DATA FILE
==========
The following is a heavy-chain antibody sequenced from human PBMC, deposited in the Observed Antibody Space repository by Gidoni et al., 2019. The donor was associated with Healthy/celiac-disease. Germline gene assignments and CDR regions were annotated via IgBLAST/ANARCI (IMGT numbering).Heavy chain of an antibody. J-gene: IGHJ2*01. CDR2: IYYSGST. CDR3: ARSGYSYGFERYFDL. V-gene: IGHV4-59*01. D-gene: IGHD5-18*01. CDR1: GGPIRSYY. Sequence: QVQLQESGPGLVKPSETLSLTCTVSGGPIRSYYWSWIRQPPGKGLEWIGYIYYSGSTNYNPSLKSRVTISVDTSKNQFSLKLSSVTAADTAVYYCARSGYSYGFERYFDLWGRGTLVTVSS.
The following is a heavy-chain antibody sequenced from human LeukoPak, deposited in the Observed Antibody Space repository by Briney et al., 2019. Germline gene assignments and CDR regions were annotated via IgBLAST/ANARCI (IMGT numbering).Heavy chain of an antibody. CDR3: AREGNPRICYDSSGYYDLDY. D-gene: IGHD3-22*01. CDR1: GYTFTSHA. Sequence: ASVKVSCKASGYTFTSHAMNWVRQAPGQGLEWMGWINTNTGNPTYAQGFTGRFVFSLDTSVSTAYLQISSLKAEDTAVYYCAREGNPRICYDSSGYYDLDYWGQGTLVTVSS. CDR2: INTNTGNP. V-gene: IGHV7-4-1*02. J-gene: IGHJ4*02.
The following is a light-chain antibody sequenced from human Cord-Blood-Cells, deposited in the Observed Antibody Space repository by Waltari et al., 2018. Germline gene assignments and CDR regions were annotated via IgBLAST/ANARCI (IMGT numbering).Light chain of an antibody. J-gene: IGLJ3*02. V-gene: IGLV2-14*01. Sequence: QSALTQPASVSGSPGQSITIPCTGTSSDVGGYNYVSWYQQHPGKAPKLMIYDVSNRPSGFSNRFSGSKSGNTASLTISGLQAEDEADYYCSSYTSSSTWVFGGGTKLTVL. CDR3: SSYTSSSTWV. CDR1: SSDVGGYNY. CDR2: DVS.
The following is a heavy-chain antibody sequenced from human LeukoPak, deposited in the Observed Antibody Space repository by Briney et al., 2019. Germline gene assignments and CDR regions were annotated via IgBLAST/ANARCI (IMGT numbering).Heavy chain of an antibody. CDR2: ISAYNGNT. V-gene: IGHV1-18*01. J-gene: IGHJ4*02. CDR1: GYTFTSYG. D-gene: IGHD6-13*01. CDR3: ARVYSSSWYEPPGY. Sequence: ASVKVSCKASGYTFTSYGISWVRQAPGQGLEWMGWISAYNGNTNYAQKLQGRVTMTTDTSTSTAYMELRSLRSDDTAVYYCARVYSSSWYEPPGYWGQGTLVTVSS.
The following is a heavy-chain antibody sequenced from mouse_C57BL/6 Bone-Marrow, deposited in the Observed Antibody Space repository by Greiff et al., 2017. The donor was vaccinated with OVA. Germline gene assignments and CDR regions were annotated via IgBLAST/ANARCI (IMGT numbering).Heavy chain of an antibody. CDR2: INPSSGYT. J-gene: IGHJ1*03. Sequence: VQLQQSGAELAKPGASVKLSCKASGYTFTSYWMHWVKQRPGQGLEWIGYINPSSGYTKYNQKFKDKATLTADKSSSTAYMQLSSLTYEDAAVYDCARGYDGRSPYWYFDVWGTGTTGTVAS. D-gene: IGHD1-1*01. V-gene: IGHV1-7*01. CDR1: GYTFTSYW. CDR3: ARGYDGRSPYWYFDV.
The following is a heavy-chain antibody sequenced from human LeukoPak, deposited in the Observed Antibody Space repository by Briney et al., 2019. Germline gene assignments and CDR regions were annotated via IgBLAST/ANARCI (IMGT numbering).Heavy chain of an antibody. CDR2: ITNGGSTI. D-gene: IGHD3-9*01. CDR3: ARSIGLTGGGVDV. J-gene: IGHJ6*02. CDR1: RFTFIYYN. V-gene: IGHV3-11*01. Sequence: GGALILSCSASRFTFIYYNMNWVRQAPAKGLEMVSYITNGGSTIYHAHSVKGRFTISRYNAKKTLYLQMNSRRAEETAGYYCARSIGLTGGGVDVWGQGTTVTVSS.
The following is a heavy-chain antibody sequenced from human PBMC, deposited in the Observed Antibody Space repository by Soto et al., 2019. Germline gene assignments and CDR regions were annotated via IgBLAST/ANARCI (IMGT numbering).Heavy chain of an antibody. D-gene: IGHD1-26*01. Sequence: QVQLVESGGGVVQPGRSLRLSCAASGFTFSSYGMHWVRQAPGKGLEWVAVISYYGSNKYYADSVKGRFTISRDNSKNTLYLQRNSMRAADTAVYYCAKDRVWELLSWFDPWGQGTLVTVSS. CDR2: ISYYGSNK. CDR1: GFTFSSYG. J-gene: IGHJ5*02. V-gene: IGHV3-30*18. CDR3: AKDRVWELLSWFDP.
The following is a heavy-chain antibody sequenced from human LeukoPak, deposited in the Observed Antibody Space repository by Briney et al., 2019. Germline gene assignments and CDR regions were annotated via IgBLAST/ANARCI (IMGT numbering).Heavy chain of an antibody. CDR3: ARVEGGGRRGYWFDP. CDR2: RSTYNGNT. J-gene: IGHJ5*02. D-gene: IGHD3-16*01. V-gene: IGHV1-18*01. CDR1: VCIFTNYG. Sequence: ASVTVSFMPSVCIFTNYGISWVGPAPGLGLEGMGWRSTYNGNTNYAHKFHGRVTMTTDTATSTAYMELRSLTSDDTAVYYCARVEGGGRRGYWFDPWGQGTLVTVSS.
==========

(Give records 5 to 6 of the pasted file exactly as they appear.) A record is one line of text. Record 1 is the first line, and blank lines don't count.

The following is a heavy-chain antibody sequenced from mouse_C57BL/6 Bone-Marrow, deposited in the Observed Antibody Space repository by Greiff et al., 2017. The donor was vaccinated with OVA. Germline gene assignments and CDR regions were annotated via IgBLAST/ANARCI (IMGT numbering).Heavy chain of an antibody. CDR2: INPSSGYT. J-gene: IGHJ1*03. Sequence: VQLQQSGAELAKPGASVKLSCKASGYTFTSYWMHWVKQRPGQGLEWIGYINPSSGYTKYNQKFKDKATLTADKSSSTAYMQLSSLTYEDAAVYDCARGYDGRSPYWYFDVWGTGTTGTVAS. D-gene: IGHD1-1*01. V-gene: IGHV1-7*01. CDR1: GYTFTSYW. CDR3: ARGYDGRSPYWYFDV.
The following is a heavy-chain antibody sequenced from human LeukoPak, deposited in the Observed Antibody Space repository by Briney et al., 2019. Germline gene assignments and CDR regions were annotated via IgBLAST/ANARCI (IMGT numbering).Heavy chain of an antibody. CDR2: ITNGGSTI. D-gene: IGHD3-9*01. CDR3: ARSIGLTGGGVDV. J-gene: IGHJ6*02. CDR1: RFTFIYYN. V-gene: IGHV3-11*01. Sequence: GGALILSCSASRFTFIYYNMNWVRQAPAKGLEMVSYITNGGSTIYHAHSVKGRFTISRYNAKKTLYLQMNSRRAEETAGYYCARSIGLTGGGVDVWGQGTTVTVSS.